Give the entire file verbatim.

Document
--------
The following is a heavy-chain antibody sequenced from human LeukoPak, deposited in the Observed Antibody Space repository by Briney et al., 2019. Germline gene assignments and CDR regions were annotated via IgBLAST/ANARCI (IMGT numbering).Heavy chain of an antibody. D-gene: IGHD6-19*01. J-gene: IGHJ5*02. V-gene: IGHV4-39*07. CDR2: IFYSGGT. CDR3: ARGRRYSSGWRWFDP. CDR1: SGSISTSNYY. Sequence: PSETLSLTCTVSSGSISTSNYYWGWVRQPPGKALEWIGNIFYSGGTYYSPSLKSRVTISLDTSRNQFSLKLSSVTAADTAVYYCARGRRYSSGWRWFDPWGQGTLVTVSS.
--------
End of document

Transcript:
The following is a heavy-chain antibody sequenced from human LeukoPak, deposited in the Observed Antibody Space repository by Briney et al., 2019. Germline gene assignments and CDR regions were annotated via IgBLAST/ANARCI (IMGT numbering).Heavy chain of an antibody. D-gene: IGHD6-19*01. J-gene: IGHJ5*02. V-gene: IGHV4-39*07. CDR2: IFYSGGT. CDR3: ARGRRYSSGWRWFDP. CDR1: SGSISTSNYY. Sequence: PSETLSLTCTVSSGSISTSNYYWGWVRQPPGKALEWIGNIFYSGGTYYSPSLKSRVTISLDTSRNQFSLKLSSVTAADTAVYYCARGRRYSSGWRWFDPWGQGTLVTVSS.